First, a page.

Michael Johnson at the Atlanta Olympic Games. (Source: AP)
On August 1, 1996, the night United States track star Michael Johnson made Olympic history, it wasn't just what he did that was amazing, it was how fast he did it.
But first Johnson's record needs some background. Already labeled the second coming of Jesse Owens, Johnson was in position to win medals in the 200-meter race and the 4x400 relay at the Barcelona Games in 1992. And while he won a gold medal for his relay performance, a bout of food poisoning kept him out of the 200m finals. He vowed that he'd be back.
At the centennial Atlanta Games, Johnson logged a performance that only the Ancient Greeks could appreciate. On Day 11, Johnson put on a burst and breezed in the 400-meter race, winning in an Olympic-record 43.49 seconds, then tossed his gold shoes into the crowd.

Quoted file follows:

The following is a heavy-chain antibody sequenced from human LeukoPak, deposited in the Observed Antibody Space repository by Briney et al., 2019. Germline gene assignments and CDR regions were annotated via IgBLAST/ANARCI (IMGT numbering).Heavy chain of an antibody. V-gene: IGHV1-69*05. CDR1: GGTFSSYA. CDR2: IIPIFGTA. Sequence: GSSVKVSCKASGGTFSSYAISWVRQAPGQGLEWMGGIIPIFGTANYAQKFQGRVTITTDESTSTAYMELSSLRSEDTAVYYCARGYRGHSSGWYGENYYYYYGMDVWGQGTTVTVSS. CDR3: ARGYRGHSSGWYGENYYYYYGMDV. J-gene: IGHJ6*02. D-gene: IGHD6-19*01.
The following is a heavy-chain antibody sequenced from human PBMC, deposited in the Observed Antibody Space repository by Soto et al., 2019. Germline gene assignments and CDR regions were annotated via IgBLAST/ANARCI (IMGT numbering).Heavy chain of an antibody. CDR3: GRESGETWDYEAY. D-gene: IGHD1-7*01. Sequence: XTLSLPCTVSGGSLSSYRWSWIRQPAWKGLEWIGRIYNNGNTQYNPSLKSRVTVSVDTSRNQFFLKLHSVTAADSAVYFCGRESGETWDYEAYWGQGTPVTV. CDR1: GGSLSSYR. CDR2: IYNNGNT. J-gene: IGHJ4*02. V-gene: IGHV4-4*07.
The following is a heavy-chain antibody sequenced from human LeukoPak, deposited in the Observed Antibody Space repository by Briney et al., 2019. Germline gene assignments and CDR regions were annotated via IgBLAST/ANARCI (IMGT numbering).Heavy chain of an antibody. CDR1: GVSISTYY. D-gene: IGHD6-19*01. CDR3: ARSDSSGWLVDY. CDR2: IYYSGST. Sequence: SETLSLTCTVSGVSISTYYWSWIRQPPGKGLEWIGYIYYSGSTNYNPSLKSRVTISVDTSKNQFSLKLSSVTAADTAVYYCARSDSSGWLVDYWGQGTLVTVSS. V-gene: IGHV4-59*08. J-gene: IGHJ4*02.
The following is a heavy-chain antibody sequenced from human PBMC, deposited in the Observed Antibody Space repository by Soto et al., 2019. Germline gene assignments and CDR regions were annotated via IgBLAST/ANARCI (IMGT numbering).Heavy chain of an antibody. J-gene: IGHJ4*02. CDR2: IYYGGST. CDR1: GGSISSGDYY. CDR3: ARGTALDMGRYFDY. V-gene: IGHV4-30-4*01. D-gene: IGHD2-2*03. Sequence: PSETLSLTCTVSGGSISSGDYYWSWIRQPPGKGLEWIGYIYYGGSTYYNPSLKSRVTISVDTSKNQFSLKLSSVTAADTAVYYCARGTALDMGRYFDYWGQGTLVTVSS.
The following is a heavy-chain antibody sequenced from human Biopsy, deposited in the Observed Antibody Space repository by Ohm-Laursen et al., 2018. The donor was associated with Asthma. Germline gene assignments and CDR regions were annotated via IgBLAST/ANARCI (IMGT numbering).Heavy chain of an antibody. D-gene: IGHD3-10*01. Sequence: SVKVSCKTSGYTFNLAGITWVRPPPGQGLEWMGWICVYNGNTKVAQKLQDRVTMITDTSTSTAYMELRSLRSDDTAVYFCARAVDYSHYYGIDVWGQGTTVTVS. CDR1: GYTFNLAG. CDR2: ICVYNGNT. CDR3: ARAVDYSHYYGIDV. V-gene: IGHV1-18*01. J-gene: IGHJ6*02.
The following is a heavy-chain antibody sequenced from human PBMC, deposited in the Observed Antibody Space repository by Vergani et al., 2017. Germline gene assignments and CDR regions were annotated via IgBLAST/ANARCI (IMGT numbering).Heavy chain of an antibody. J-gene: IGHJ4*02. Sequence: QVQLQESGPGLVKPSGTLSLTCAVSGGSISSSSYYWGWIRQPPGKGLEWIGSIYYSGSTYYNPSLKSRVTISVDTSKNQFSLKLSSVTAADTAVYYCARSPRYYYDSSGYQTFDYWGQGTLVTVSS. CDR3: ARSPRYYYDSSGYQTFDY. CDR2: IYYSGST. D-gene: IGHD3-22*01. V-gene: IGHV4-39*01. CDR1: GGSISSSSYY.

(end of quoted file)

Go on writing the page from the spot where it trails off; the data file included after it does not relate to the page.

The 400 race left Johnson sore. The following morning he decided he would not run the relay, focusing instead on the 200.
Donning another pair of golden shoes on Day 14, Johnson put on an astounding burst of speed and won the 200 meters in a jaw-dropping, world-record time of 19.32 seconds. He became the first man to win the 200 and 400 in the same Olympics and took 0.34 seconds off his own 200 world record, which he set two months earlier on the same track at the Olympic trials.
"It still hasn't quite sunk in," Johnson told USA Today's Dick Patrick. "When I saw 19.32 seconds on the clock, I couldn't believe it. I felt like I was one of the 85,000 fans in the stadium. I'm a track fan. I would like to have watched that myself."